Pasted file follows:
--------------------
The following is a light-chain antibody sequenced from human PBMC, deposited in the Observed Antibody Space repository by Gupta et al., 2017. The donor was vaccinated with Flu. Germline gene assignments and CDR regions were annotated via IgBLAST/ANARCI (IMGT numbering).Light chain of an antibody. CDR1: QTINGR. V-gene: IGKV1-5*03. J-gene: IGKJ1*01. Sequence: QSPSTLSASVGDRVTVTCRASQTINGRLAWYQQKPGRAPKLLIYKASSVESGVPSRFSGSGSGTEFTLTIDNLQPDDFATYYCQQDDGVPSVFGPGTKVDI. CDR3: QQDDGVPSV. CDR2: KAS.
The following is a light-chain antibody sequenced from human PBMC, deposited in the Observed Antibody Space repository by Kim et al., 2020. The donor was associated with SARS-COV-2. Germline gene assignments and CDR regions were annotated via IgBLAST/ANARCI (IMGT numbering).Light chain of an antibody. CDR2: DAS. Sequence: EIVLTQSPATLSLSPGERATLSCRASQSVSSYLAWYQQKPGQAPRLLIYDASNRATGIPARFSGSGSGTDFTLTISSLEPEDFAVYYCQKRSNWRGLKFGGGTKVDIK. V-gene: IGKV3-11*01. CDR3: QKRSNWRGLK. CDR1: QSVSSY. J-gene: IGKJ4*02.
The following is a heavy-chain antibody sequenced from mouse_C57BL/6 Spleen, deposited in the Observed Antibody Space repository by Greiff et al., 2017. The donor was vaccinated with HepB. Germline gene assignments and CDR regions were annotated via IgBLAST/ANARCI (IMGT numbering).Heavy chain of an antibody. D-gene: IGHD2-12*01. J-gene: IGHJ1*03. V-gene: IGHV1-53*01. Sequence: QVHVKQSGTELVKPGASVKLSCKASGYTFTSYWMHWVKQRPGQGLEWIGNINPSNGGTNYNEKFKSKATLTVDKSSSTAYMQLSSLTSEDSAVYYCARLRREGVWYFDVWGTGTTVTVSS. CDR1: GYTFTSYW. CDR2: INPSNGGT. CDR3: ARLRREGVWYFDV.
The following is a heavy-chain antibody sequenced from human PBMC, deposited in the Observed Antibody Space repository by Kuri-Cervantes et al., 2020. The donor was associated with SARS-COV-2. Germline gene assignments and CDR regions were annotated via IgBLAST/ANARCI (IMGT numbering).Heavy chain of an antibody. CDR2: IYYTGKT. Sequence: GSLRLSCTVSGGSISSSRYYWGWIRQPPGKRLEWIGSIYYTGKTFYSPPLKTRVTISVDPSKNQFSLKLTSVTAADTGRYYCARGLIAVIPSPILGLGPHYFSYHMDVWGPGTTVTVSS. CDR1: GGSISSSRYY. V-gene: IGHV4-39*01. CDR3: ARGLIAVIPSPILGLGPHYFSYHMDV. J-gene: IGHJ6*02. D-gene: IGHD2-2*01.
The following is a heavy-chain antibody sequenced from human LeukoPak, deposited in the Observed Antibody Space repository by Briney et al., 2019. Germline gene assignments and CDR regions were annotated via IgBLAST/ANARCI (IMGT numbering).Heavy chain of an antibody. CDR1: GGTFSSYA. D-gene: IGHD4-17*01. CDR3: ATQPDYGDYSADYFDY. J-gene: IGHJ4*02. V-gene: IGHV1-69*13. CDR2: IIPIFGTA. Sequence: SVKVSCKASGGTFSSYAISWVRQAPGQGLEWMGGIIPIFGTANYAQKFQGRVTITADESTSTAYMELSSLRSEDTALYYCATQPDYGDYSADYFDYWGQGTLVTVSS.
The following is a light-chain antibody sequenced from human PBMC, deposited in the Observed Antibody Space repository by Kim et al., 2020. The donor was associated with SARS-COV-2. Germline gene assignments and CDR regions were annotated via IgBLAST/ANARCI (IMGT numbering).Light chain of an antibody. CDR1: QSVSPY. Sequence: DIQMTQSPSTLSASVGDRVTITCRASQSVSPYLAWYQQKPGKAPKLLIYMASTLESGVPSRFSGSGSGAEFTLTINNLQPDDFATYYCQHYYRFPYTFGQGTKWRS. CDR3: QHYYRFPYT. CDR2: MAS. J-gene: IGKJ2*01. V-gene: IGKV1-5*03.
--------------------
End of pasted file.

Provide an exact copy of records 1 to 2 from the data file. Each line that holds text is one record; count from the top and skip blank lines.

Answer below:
The following is a light-chain antibody sequenced from human PBMC, deposited in the Observed Antibody Space repository by Gupta et al., 2017. The donor was vaccinated with Flu. Germline gene assignments and CDR regions were annotated via IgBLAST/ANARCI (IMGT numbering).Light chain of an antibody. CDR1: QTINGR. V-gene: IGKV1-5*03. J-gene: IGKJ1*01. Sequence: QSPSTLSASVGDRVTVTCRASQTINGRLAWYQQKPGRAPKLLIYKASSVESGVPSRFSGSGSGTEFTLTIDNLQPDDFATYYCQQDDGVPSVFGPGTKVDI. CDR3: QQDDGVPSV. CDR2: KAS.
The following is a light-chain antibody sequenced from human PBMC, deposited in the Observed Antibody Space repository by Kim et al., 2020. The donor was associated with SARS-COV-2. Germline gene assignments and CDR regions were annotated via IgBLAST/ANARCI (IMGT numbering).Light chain of an antibody. CDR2: DAS. Sequence: EIVLTQSPATLSLSPGERATLSCRASQSVSSYLAWYQQKPGQAPRLLIYDASNRATGIPARFSGSGSGTDFTLTISSLEPEDFAVYYCQKRSNWRGLKFGGGTKVDIK. V-gene: IGKV3-11*01. CDR3: QKRSNWRGLK. CDR1: QSVSSY. J-gene: IGKJ4*02.